Research ArticleDengue

Increased adaptive immune responses and proper feedback regulation protect against clinical dengue

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Science Translational Medicine  30 Aug 2017:
Vol. 9, Issue 405, eaal5088
DOI: 10.1126/scitranslmed.aal5088

Distinguishing dengue presentation

Although dengue hemorrhagic fever can be life-threatening, not all dengue virus infections even present with symptoms. To determine what may be driving the differences in clinical and asymptomatic infections, Simon-Lorière et al. examined the serum and immune gene transcripts of Cambodian children infected with dengue virus serotype 1. They saw that relative to those with clinical infections, the small subset of asymptomatic children had increased signs of antigen presentation, T cell activation, and T cell apoptosis; plasmablast differentiation and anti-dengue antibodies seemed relatively lower. These results provide clues for pathways that may drive pathologic responses in severe dengue virus infections.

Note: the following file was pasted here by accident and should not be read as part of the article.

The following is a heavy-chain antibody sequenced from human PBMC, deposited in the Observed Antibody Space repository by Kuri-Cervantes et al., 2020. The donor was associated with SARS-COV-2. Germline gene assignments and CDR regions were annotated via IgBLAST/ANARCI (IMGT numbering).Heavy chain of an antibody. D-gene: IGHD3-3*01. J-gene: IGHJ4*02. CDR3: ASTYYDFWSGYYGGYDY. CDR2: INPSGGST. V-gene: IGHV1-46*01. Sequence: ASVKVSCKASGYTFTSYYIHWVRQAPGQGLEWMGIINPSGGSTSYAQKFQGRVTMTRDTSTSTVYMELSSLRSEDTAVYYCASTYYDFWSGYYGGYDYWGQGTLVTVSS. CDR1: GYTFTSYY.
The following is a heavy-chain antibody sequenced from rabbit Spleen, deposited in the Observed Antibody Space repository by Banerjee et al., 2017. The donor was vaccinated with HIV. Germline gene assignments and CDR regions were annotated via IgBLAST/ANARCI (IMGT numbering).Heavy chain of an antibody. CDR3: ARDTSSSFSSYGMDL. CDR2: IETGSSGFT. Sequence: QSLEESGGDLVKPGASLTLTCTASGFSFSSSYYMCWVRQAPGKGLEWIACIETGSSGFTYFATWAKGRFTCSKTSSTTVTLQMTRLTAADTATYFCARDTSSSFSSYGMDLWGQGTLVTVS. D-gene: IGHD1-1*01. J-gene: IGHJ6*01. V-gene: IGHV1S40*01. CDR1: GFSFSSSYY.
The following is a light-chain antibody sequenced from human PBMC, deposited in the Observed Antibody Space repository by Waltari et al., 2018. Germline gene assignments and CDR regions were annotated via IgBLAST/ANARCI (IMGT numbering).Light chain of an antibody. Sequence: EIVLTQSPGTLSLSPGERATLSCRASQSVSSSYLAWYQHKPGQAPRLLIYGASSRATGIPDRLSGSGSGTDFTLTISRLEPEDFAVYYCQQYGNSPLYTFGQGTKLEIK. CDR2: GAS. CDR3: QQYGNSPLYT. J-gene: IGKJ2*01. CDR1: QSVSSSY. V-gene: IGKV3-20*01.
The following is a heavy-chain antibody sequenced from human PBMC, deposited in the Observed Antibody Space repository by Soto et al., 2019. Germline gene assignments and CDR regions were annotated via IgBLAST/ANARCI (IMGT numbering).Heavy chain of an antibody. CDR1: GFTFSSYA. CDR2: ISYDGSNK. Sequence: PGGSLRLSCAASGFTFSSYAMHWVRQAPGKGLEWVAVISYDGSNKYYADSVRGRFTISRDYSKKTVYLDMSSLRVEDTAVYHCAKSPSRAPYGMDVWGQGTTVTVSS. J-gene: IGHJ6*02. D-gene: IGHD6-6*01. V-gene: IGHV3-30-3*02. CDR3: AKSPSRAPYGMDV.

Clinical symptoms of dengue virus (DENV) infection, the most prevalent arthropod-borne viral disease, range from classical mild dengue fever to severe, life-threatening dengue shock syndrome. However, most DENV infections cause few or no symptoms. Asymptomatic DENV-infected patients provide a unique opportunity to decipher the host immune responses leading to virus elimination without negative impact on an individual’s health. We used an integrated approach of transcriptional profiling and immunological analysis to compare a Cambodian population of strictly asymptomatic viremic individuals with clinical dengue patients. Whereas inflammatory pathways and innate immune response pathways were similar between asymptomatic individuals and clinical dengue patients, expression of proteins related to antigen presentation and subsequent T cell and B cell activation pathways was differentially regulated, independent of viral load and previous DENV infection history. Feedback mechanisms controlled the immune response in asymptomatic viremic individuals, as demonstrated by increased activation of T cell apoptosis–related pathways and FcγRIIB (Fcγ receptor IIB) signaling associated with decreased anti-DENV–specific antibody concentrations. Together, our data illustrate that symptom-free DENV infection in children is associated with increased activation of the adaptive immune compartment and proper control mechanisms, leading to elimination of viral infection without excessive immune activation, with implications for novel vaccine development strategies.

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